Books were how I survived school, and I do not mean as a scholar, but how I could ignore being picked on. Books were how I could learn there was more to the world than the rather Spartan culture I had to confront every time I left the house, and confront how that outside of my family, I was considered more of an inconvenience to be gotten rid of than anyone of any real worth. Books where how I escaped and books were how I grew. My identity as a bookworm was important to me because it could be how I was important or special.

It’s not that I still don’t love to read. I do. On average, I read a book a week, so that’s still part of my life and a part I treasure and enjoy.

In going through all these books – holding each one in my hand and asking, “Does this spark joy?” to decide which ones to keep, I am also confronting not only my past choices, but how I have changed and who I have become now. Even the act of taking all the books down from the shelves was much more emotional than I thought it was going to be.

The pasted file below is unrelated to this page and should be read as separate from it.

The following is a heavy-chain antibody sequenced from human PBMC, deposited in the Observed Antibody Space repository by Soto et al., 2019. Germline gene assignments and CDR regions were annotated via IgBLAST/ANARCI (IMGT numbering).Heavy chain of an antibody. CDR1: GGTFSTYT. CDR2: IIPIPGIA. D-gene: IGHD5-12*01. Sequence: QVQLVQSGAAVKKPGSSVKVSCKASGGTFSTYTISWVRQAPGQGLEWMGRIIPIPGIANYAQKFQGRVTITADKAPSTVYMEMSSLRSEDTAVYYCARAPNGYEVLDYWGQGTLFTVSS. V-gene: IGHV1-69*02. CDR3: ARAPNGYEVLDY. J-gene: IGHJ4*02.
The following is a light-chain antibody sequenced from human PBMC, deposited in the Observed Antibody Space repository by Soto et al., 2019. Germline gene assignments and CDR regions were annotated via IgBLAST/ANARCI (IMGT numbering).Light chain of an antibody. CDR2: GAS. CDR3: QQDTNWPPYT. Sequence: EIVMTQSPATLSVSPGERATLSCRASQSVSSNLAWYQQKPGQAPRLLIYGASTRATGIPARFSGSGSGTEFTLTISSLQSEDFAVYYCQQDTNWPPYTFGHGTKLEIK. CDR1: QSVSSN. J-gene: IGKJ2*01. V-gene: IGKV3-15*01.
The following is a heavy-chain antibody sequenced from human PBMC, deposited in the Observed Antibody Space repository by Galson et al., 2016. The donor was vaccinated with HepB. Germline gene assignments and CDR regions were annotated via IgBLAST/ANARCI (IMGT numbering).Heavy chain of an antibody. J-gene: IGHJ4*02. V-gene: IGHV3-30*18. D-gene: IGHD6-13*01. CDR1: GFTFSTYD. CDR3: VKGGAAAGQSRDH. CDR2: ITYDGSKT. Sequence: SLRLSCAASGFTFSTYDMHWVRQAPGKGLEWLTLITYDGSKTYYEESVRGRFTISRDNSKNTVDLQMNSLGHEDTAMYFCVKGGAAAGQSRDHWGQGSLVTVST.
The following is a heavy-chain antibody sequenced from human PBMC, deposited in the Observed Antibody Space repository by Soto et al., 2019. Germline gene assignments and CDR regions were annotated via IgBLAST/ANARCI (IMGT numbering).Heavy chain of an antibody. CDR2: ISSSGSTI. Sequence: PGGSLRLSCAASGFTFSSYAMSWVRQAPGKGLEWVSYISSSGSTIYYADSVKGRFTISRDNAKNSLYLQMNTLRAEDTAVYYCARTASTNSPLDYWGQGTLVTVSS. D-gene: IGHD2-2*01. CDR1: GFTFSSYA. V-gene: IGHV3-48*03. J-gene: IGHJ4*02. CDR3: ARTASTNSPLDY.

KonMari Method

konmarimethod-1I just read The Life-Changing Magic of Tidying Up: The Japanese Art of Decluttering and Organizing. I am decluttering the house according to a method where you declutter by type of item rather than by room. It’s called the KonMari method, and was created by a Japanese woman who is a fanatic about tidying and organization — even by the standards of a culture that values order. (Though if you think Japanese people don’t let their homes get cluttered, you’re wrong.) She claims if you follow her method in full, your habits will change, and you will keep your house tidy forever. It revolves around getting rid of stuff by taking each item in your hand and asking yourself one question: Does this spark joy?